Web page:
Friday, August 30, 2013

Day 5 (6/29/13)


Been in Africa since Monday. My kids arrived to me on Tuesday, so, I have had them 4 days. I have gone through 5 loaves of bread and 40 ounces of peanut butter. The kids would eat all the time if I would let them. My daughter had a meltdown over Fanta today and my son is now whining because Dora is over. Oh, did I mention the lice? As a woman and mother whose has NEVER had to deal with lice, this is a BLAST. Lice gives me the heebe jeebes - I'm sure that is why I am dealing with it. Welcome to Africa!

Thankful to be in a place with women (and a couple dads) who I have gotten to know along the journey. Not sure I would be strong enough to do this by myself!

Today was another very decent day. We went to the Kinshasa Zoo. Now before some of you start asking, yes, Kinshasa, DR...C has a zoo. Not the best, but certainly not the worst I have seen. It was nice to get out of the four walls of the compound. A few of us went to a real Congo "market" - not the Super Marche. At the Super Marche you are relatively safe and people tend to leave you alone. At the real Congo market everything goes! I was kinda scared. On numerous occasions I told myself, "Just relax and pretend you know what you are doing." "Pretend this is not your first time." "Pretend that you speak French and you know how many francs equals a dollar". "Pretend you do not see that lady plucking feathers off a freshly killed chicken with more live ones at her feet." It was interesting and I swear my parents would have a coronary if they knew where I was. My mom called me when I was on my way to the airport coming here and said, "We were watching that show River Monsters last night and he was on Congo. He said that is the most dangerous country in the world. Are you sure you want to go?" I felt like say, "You know what? I had no idea, Mom. You are right, I don't want to go, I'm turning around and on my way home right now."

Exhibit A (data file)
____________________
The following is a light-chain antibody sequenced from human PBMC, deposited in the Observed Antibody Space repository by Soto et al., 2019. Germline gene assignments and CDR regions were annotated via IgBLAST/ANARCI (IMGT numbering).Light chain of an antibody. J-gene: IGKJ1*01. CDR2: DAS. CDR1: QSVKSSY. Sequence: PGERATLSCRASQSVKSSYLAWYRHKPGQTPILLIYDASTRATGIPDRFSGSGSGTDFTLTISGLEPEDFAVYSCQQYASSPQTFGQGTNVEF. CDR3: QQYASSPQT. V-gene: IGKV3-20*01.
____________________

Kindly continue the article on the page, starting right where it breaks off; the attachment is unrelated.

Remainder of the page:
Don't get me wrong - Congo can be very scary, but so if downtown Richmond - only difference here is that the police carry machine guns in their arms instead of pistols on their belts. Most of the danger I feel is because I am not schooled in the culture. As I learn more and more about the culture, I grow less scared of being out - at least during the day. Yes, people stare. Yes, they stare even more when you have your African children with you. Yes, it makes me uncomfortable at times, but what should I do? Stay confined in these walls? NO WAY!

We are going to church tomorrow. Very excited to get to church - and it is FREE! This is an English church, so, doubly excited!

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